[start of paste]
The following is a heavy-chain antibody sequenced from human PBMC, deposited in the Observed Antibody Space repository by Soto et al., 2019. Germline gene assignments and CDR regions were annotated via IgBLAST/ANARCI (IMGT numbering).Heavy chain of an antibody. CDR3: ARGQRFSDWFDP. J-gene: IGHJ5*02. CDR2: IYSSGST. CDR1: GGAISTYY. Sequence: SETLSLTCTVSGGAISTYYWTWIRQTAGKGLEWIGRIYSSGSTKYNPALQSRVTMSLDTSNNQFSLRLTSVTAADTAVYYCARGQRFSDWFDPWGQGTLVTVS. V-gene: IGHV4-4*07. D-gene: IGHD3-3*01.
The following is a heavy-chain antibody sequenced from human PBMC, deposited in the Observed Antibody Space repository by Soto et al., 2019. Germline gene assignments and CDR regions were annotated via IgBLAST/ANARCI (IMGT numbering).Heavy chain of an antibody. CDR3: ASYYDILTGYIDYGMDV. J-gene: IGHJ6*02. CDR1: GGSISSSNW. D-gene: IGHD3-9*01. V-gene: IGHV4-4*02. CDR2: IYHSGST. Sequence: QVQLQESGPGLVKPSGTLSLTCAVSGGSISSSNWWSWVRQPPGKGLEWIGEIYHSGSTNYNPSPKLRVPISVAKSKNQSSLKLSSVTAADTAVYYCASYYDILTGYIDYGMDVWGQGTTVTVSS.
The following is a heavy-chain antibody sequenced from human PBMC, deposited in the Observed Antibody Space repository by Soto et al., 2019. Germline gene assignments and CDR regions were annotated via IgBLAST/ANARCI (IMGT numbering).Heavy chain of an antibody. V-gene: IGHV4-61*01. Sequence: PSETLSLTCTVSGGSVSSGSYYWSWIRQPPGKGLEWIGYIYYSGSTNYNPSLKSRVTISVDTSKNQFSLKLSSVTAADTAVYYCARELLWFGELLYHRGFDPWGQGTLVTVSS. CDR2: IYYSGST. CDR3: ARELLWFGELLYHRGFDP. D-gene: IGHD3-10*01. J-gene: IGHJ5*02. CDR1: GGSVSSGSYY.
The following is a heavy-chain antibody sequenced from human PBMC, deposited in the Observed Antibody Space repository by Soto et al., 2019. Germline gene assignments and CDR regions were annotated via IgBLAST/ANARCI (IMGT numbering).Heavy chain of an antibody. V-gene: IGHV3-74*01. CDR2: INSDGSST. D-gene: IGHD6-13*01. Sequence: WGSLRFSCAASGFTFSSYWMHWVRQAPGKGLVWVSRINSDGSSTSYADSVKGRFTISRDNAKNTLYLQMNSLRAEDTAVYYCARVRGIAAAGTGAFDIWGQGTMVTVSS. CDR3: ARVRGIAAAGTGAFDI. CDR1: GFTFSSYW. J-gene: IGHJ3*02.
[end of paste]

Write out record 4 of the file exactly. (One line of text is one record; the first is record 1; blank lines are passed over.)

The following is a heavy-chain antibody sequenced from human PBMC, deposited in the Observed Antibody Space repository by Soto et al., 2019. Germline gene assignments and CDR regions were annotated via IgBLAST/ANARCI (IMGT numbering).Heavy chain of an antibody. V-gene: IGHV3-74*01. CDR2: INSDGSST. D-gene: IGHD6-13*01. Sequence: WGSLRFSCAASGFTFSSYWMHWVRQAPGKGLVWVSRINSDGSSTSYADSVKGRFTISRDNAKNTLYLQMNSLRAEDTAVYYCARVRGIAAAGTGAFDIWGQGTMVTVSS. CDR3: ARVRGIAAAGTGAFDI. CDR1: GFTFSSYW. J-gene: IGHJ3*02.